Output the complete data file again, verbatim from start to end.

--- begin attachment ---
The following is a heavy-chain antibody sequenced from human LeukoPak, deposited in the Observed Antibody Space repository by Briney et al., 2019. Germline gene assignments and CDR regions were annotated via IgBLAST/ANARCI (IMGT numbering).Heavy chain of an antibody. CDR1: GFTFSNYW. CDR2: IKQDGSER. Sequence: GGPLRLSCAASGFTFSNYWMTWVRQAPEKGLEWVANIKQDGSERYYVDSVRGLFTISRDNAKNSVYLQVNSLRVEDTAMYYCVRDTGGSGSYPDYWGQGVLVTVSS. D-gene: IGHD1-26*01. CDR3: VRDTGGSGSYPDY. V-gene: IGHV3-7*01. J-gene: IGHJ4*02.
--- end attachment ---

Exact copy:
The following is a heavy-chain antibody sequenced from human LeukoPak, deposited in the Observed Antibody Space repository by Briney et al., 2019. Germline gene assignments and CDR regions were annotated via IgBLAST/ANARCI (IMGT numbering).Heavy chain of an antibody. CDR1: GFTFSNYW. CDR2: IKQDGSER. Sequence: GGPLRLSCAASGFTFSNYWMTWVRQAPEKGLEWVANIKQDGSERYYVDSVRGLFTISRDNAKNSVYLQVNSLRVEDTAMYYCVRDTGGSGSYPDYWGQGVLVTVSS. D-gene: IGHD1-26*01. CDR3: VRDTGGSGSYPDY. V-gene: IGHV3-7*01. J-gene: IGHJ4*02.